A new survey by Intermedia finds that 94 percent of respondents feel that 50 or fewer e-mails is a manageable number to receive each day without feeling overwhelmed. The survey also found that more than one in five adults who receive work-related e-mail already feel as though they get more each day than they can manage.
Other key findings from the survey include:
* The majority of small-business workers don't use smartphones: Slightly less than two in five adults who receive work-related e-mail say they use a smartphone (38 percent).
* Smartphone users get more e-mail and are more stressed: 12 percent of Americans who do not use smartphones and receive work-related e-mails experience e-mail overload, whereas 37 percent (or more than one in three) of Americans with smartphones who receive work related e-mails do.
* Gender makes no difference: Men and women seem to be in agreement with what is a manageable amount of work-related e-mails to receive each day—94 percent of men and 95 percent of women who receive work-related e-mail say that 50 e-mails or less is a manageable number of work-related e-mails to receive each day.
"E-mail has perhaps become the most critical business communications tool," said Jonathan McCormick, COO, Intermedia. "The productivity benefits of business-class e-mail are immense, in terms of being able to share and store information, schedules and contact information with colleagues and across computers and mobile phones. But without the right tools and guidance, employees can be challenged to manage the flow. It's vital for workers and organizations to develop the right mindsets and skills around managing e-mail."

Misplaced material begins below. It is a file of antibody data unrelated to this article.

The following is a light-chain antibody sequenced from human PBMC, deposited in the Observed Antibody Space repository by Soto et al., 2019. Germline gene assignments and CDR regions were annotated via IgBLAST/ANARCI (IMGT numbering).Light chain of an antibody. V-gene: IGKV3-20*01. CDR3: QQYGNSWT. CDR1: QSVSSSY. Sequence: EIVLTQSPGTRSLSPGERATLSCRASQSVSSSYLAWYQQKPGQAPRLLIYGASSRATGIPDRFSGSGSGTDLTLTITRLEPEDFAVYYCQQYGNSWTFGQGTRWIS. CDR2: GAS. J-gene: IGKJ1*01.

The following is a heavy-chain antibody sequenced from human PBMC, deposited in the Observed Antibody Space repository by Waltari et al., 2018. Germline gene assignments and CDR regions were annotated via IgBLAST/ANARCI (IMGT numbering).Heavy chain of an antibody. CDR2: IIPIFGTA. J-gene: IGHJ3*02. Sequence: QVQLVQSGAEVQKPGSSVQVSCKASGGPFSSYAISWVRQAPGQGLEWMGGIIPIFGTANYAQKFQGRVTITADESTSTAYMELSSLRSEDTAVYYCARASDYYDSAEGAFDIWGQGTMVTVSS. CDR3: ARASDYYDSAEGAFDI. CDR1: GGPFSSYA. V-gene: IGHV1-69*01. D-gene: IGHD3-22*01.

E-mail overload can hurt productivity and lead to miscommunication and errors. Some activities employers and employees can take to combat feeling overwhelmed include:
* Unify Your Communications. E-mail is one element to unified road and rail network (UC), an integrative approach to uniting all key communications services important to business operations and success, including voice, instant messaging and document sharing among other components. E-mail supplemented by a unified approach to communications gives you a complete view of communications across the business and among employees. UC is guided by you and your business. For example, with instant messaging, a support team likes to have a group chat open throughout the day whereas a business owner may only want to use it at certain times during the day.
* You Determine the Priority, Not Your Inbox. Review e-mail and ask yourself if the messages relate to your priorities for the next hour, day or week. This question can help you manage the number of e-mails you respond to each day, ultimately helping you feel less overwhelmed with your work e-mail.
* Organization Is Key. There are two approaches to e-mail organization, so choose the one that works best for you. The first system is to create folders for different work activities/projects in your e-mail program and file away your incoming e-mails appropriately. For example, create a folder for "Past Trips" or "Commissions" and file away all messages in your inbox into those folders. The second option is to read e-mails and respond/delete as they come in and, at the end of the day, file them into generic folders
(e.g., Follow Up Required, Need to Respond, Completed).
* Read and Respond. Keep responses to e-mails concise by specifically addressing the questions asked in the e-mails that need answers. For incoming e-mails that can be answered quickly and easily, respond to those first before visiting the more time-intensive messages.